Bucharest was the final destination during our three city tour of Romania. We drove to Bucharest from Brasov. The route took us through small, industrial mountain towns. The air quality grew increasingly bad as we went. Buildings and homes looked dilapidated. I had the impression that these were impoverished areas.
We continued to pass stray dogs and horse-drawn carts on the road. We stopped and had lunch at a gas station. I will say this, throughout everywhere we’ve driven in Europe, roadside rest stops and gas stations offer meals of much higher quality than you see in the U.S. At this stop we had freshly prepared sandwiches that were quite good, served on actual dishes!
We arrived in Bucharest late in the day. We quickly learned that Bucharest’s “old town” is not very charming. It is mostly restaurants, bars, souvenir shops, and dodgy looking massage parlors. We left the quaint, old-town charm behind us in Sibiu and Brasov. Bucharest has a much different feel. It is a bigger, more modern city, though I use the term “modern” loosely.
In the early 1900’s, the city was known as “Little Paris.” Construction of the city aimed to mimic Paris’s architecture and design. It even has its own replica of the Arch de Triomphe. This is seen as the city’s greatest era, filled with beauty and prosperity. Unfortunately, a lot of the beauty was destroyed by earthquakes, damage in World War II, and redevelopment during Communist rule. You can still see evidence of this former glory in architecture, it’s just covered in pollution, graffiti, and disrepair.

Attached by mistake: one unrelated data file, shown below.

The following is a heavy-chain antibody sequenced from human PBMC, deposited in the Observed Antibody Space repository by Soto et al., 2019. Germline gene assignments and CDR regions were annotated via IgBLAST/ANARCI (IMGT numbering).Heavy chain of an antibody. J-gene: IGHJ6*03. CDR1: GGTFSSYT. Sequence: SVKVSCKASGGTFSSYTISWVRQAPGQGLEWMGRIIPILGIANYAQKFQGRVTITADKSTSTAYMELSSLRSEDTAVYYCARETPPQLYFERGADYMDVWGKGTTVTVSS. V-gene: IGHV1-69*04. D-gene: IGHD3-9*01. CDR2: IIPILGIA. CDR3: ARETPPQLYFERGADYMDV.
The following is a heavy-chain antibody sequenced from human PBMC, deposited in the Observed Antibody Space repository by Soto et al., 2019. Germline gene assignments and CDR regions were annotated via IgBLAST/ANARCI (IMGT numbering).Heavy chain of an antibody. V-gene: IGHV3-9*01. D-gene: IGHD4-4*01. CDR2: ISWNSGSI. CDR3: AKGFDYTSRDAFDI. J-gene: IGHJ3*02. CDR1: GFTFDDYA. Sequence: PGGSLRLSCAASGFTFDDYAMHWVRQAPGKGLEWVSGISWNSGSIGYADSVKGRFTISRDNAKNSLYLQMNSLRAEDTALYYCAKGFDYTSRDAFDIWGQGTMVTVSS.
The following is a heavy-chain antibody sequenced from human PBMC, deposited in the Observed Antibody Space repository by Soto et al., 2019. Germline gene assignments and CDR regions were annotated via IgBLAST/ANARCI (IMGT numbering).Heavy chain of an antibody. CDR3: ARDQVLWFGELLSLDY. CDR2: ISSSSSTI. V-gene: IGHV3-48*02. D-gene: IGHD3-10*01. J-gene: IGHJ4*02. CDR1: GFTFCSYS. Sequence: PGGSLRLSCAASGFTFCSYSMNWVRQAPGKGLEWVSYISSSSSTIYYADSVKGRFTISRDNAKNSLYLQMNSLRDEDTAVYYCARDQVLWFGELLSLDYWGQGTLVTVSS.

As a city, to me, Bucharest seems to still be figuring out what it is going to become after recent Communist rule. As a traveler, I find places like this fascinating.
What We Did
As I mentioned above, the historic center left a lot to be desired. We did do some souvenir shopping and enjoyed a bazaar across the street from our hotel that had a mix of antiques and local arts and crafts.
Museum of National History of Romania
We walked by the Museum of National History of Romania to see the quirky, naked Statue of Emperor Trajan that we read about, but we were disappointed to find out that he has recently been removed. Apparently, it is undergoing restoration after having been vandalized.